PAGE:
Exams as Learning Experiences: Ideas for Teachers in Designing Exams & Preparing Learners

21 Oct

Higher Level Learning: Alternative Exam Formats

As teachers who aspire to engage students in “higher order thinking skills” – applying, analysing, evaluating, creating – throughout a course and into final exams, this is a good time to be reminded that students who engage learning behaviors such as summarizing and synthesizing and posing new questions will come to the end of the course more likely to be engaged in actively linking information, ideas, and concepts at higher levels. Such students come to tests overall better prepared and less anxious.  And less likely to be engaged in cramming for the exam behaviors.

Students who are preparing for a final exam as learners will benefit from hearing our suggestions about how to synthesize and study course materials from unit to unit – whether the exam features quantitative or qualitative or mixed methods of assessing their learning related to course outcomes.   To help students move into high-level learning ahead of exams, we might provide students with ideas such as these (inspired in part by a UC-Berkeley resource on alternative exam formats, and by ways I’ve structure exams for undergraduates and graduates):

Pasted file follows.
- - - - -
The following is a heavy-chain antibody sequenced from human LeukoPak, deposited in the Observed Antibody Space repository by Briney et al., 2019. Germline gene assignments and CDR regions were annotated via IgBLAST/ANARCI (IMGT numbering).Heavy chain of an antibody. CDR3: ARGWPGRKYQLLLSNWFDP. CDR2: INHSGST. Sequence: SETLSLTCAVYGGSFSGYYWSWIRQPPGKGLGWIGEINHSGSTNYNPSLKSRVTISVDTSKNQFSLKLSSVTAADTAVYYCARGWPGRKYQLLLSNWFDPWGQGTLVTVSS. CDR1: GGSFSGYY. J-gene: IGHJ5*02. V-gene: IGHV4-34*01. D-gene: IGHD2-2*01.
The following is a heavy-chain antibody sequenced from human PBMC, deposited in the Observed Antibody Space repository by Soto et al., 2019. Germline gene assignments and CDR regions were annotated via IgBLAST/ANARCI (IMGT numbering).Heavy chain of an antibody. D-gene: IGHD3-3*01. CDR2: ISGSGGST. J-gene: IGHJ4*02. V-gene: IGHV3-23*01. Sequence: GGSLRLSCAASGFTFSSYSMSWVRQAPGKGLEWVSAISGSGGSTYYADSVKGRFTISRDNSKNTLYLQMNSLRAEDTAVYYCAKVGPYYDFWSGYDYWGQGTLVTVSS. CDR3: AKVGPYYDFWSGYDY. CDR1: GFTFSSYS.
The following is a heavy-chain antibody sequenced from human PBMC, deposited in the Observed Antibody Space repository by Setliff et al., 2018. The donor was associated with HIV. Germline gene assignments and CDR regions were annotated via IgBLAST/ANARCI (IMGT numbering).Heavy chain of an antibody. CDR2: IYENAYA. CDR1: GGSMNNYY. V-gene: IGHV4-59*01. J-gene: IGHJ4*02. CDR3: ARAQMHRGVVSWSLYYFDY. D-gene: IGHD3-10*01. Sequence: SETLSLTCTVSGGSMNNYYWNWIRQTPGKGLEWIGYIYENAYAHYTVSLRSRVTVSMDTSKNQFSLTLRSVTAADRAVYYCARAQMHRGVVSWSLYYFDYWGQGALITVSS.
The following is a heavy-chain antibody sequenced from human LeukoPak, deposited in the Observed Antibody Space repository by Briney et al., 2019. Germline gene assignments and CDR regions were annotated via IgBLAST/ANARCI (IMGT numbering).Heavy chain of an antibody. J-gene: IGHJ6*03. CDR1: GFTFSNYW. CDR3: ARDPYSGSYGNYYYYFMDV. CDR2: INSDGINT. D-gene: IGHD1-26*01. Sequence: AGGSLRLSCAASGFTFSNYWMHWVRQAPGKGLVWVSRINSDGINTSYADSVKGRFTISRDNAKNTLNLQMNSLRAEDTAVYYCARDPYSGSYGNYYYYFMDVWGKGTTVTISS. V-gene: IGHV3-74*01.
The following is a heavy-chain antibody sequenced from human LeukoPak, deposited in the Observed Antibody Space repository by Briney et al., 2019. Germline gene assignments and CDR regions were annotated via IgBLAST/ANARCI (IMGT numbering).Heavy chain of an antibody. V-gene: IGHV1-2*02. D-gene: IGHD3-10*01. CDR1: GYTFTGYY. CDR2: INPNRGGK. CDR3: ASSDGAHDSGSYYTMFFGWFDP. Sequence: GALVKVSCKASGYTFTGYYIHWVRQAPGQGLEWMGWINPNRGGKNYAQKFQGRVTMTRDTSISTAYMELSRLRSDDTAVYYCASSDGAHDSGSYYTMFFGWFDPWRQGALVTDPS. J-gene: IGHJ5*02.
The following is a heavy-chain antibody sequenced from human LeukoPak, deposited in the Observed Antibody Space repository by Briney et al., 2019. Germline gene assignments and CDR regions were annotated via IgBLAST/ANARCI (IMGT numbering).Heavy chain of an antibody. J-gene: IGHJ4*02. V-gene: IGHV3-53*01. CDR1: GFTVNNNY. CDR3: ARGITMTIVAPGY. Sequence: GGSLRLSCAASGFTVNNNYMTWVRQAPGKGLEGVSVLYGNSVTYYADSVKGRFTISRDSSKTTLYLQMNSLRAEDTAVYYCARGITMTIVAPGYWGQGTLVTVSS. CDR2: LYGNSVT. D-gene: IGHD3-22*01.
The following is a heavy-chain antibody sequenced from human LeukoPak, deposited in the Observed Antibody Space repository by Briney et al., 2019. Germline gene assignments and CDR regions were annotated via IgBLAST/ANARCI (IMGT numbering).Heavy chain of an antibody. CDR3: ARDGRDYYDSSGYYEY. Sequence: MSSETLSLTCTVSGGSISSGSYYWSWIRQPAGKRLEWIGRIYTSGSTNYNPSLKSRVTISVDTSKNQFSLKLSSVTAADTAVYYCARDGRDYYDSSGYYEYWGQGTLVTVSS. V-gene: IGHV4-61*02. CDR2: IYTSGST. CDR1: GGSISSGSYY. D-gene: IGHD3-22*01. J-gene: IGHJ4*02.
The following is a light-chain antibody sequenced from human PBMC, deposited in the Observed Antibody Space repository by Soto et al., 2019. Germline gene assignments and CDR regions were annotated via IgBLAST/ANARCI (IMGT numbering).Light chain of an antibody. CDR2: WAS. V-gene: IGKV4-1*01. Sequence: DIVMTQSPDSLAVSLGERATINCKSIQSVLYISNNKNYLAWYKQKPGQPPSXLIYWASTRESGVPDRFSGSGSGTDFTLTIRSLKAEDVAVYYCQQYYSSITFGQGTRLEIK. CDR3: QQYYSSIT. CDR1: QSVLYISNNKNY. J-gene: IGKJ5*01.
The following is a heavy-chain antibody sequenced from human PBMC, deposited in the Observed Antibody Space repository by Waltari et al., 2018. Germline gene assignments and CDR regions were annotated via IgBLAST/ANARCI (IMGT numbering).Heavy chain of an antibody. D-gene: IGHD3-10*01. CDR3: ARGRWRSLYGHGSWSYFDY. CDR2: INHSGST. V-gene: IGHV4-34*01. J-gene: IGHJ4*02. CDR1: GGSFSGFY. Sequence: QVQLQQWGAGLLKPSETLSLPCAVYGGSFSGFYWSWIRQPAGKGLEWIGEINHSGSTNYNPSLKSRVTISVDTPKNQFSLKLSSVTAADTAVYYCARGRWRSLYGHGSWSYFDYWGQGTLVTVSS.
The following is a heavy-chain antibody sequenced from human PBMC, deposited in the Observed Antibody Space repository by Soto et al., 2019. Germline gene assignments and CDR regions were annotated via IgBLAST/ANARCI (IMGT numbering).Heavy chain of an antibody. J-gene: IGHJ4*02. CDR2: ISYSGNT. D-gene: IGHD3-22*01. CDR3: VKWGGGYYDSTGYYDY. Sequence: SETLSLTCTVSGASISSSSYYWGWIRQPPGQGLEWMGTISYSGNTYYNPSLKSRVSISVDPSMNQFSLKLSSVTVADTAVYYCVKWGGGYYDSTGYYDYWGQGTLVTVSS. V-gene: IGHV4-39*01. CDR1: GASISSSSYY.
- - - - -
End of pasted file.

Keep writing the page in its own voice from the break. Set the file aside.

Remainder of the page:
• Create Crib Sheets – Even if you don’t allow these into the classroom, the process of openly creating abridged/condensed sets of notes will help students to identify vital, nice to know, and can do without categorization of information, to further cluster the vital information into memorable schemas, and to ask questions of peers and teachers in the process.
  • Create a Portfolio – Provide students with a course outline as a prompt for gathering their course materials – all manner of notes, assessments and assignments – into one virtual or print folder that they can then review to trace ideas, identify links between readings and lectures in previous assessments, and follow up teacher feedback to review previously completed assignments.  Post-Its are helpful here to code ideas, mark pages, and jot questions across the portfolio.  From this self-assessment, students will be better able to map their own study needs ahead of a final exam.